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Old 03-21-2014, 02:05 PM   #11
waynehere
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Actually, cold air is dryer during the winter months and the computer will then make it run richer to compensate. My worst MPG is always during the winter cold months. The best MPG is during a hot humid day when the humidity will make the engine runner richer, then the computer will compensate by thinning the mixture.

I have been playing around with the HHO theory and when properly applied and controlled, you can get higher MPG with the hydrogen from your HHO generator. I haven't had enough time to play with my Focus yet, but had some better results when I had it on my Ranger.

Plus my dashboard has always been 3-5 mpg off. Would be nice if I could rely on it more.
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Old 03-21-2014, 02:08 PM   #12
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Quote:
Originally Posted by mac.mogul View Post
Cold air is very dense and the engine uses more fuel to compensate.

Hot air is less dense and the engine uses less fuel to compensate.
Do you think that a car should get better mileage when driving at very high altitudes (where the air is less dense) because the engine will use less fuel to compensate?
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Old 03-21-2014, 03:20 PM   #13
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Quote:
Originally Posted by BetaDnB View Post
Actually drag does increase with air density.
Quote:
Originally Posted by Kabigon View Post
You said that "cold air is very dense" and that "hot air is less dense".
Do you understand the relationship between air density and drag?
If you want to research studies on aerodynamics and temperature, be my guest.
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Old 03-21-2014, 03:22 PM   #14
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I can cheat as i park my car inside in an enclosed heated under the building garage.
So my car at start is always around 60F or warmer, even when it is -10F outside.
The cold start is where 90% of the extra fuel goes in Winter.
Even with the record cold here in Wisconsin, my average mpg all Winter with only city driving is 32mpg. This is driving in outside temps averaging 25F.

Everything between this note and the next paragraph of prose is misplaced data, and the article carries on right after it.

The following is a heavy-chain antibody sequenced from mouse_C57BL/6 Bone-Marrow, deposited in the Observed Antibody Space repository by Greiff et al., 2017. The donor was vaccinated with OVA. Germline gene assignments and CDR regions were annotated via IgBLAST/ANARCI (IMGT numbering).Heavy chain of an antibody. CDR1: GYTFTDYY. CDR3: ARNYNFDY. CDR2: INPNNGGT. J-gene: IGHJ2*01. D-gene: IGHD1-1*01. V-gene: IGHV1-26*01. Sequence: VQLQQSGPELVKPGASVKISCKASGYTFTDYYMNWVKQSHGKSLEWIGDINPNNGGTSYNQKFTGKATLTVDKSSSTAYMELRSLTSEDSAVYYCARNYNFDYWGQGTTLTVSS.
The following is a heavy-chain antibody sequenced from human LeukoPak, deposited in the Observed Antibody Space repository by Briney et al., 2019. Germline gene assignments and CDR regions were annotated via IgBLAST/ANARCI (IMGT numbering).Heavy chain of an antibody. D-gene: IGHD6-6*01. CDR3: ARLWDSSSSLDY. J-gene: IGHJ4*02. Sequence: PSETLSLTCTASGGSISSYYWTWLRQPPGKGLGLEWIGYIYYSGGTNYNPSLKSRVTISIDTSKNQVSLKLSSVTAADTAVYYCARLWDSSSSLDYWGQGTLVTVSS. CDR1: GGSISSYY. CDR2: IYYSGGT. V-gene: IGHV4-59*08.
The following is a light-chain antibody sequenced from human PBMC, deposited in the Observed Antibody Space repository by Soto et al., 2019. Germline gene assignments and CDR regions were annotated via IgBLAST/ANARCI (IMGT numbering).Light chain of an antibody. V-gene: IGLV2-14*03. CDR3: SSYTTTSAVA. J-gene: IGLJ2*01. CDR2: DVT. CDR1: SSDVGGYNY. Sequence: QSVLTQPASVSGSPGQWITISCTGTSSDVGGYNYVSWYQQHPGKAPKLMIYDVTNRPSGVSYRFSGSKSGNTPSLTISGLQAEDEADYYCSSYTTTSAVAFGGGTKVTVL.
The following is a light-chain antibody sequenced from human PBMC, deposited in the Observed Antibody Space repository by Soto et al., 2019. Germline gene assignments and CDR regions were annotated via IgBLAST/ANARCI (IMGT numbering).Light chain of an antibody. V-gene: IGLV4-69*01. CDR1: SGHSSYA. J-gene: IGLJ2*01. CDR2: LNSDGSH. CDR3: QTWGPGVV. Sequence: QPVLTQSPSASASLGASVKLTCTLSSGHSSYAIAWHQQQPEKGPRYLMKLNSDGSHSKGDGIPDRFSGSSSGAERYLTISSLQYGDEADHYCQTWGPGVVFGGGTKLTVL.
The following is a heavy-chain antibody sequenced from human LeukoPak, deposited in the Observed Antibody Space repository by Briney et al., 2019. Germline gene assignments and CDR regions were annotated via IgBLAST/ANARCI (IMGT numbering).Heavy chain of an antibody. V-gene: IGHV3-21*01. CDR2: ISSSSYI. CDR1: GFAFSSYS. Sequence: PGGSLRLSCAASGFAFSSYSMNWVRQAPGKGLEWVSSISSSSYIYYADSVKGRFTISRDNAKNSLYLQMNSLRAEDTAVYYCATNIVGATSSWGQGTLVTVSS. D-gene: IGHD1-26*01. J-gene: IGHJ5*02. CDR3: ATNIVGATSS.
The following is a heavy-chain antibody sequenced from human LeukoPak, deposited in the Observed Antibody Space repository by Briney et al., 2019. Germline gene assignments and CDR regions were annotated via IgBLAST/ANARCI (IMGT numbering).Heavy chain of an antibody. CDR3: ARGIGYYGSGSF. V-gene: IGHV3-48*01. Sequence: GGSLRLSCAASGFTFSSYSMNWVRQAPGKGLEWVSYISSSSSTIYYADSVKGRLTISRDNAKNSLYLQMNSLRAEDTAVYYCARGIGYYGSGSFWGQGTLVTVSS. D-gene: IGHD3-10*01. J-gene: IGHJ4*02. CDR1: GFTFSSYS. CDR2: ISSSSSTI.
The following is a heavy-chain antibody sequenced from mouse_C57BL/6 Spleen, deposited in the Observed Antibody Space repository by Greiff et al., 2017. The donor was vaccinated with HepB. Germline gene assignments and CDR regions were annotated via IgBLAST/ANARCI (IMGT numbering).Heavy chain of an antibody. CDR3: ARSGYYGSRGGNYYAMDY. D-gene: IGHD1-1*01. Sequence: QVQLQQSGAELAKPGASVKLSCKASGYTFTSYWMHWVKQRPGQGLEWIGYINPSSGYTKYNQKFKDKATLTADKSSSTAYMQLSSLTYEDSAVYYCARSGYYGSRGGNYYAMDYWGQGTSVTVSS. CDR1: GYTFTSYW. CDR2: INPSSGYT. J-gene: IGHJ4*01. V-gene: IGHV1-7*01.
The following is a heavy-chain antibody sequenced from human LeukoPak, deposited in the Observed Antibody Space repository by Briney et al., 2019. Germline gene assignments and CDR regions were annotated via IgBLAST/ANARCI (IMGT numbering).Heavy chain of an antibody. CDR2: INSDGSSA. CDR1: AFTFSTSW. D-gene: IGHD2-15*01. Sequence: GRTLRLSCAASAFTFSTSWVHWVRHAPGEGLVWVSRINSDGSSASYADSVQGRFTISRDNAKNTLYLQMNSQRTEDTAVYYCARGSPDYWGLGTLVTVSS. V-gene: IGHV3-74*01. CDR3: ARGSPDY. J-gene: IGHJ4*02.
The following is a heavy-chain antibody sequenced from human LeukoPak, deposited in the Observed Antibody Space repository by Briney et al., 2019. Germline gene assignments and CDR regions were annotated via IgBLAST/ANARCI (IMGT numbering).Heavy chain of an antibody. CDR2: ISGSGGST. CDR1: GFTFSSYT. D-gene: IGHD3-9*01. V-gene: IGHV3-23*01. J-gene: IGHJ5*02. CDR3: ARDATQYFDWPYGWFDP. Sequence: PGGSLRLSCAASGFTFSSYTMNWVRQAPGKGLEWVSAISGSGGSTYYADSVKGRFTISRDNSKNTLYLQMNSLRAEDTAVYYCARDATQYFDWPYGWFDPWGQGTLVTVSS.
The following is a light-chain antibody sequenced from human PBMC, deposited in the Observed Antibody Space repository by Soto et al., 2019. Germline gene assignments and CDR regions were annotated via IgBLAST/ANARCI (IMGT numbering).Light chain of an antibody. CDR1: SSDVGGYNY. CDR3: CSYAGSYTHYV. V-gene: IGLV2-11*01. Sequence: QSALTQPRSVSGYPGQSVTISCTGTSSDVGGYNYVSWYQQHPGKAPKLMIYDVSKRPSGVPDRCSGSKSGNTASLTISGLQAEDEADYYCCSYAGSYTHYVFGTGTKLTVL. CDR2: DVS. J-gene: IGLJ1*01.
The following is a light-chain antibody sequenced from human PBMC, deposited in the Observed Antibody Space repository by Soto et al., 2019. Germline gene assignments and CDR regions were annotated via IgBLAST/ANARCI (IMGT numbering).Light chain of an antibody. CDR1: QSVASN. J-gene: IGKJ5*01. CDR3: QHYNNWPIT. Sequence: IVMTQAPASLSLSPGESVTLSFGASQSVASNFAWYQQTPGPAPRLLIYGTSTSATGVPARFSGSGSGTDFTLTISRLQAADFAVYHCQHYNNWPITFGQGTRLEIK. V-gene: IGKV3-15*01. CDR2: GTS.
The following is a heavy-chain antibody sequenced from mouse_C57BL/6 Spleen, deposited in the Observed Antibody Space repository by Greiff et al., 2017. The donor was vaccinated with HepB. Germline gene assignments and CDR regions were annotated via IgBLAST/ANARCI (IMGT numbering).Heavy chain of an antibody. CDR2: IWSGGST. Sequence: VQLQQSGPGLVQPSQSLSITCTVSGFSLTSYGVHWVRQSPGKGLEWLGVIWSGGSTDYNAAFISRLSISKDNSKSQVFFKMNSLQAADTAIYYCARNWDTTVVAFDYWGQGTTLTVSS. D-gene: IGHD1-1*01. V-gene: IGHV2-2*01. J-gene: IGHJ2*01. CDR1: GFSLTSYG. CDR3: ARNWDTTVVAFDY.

But it is also true on any short freeway hops I take the mpg is better if it IS warm outside.

I am looking forward to Summer. When I can see if the snorkle delete really ups my city mpgs? I am used to 34mpg Summer, city. I am hoping to move that up to 36mpg...city.
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Old 03-21-2014, 10:51 PM   #15
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Snorkel delete and no k&n air filter.... Worthless?
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Old 03-22-2014, 12:52 AM   #16
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Quote:
Originally Posted by CunFFS13 View Post
Snorkel delete and no k&n air filter.... Worthless?
Asking me? I would say from the readingI have done here yes. the snorkle delete is not much use without some form of freer flowing air filter. And vice versa if you keep the stock airbox.
I bought the K&N a few weeks after i bought the car back in 2011. However I did not do the snorkle delete until a few months ago.
When I did the original K&N it seemed to be worth it as the engine idled a bit better and better takeoff.
With both it is much better. And IMO doing the pair of things is a no brainer for anyone who likes to drive.
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Old 03-22-2014, 01:01 AM   #17
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I see a dramatic difference even between say 10F and 55F, I have seen as much as a 6mpg highway difference for the same relative conditions and route.


Your fuel economy will change DRAMATICALLY(up to 5-10mpg per tank combined city/highway) with a drastic enough change in temperature.

Factors that reduce fuel economy during winter;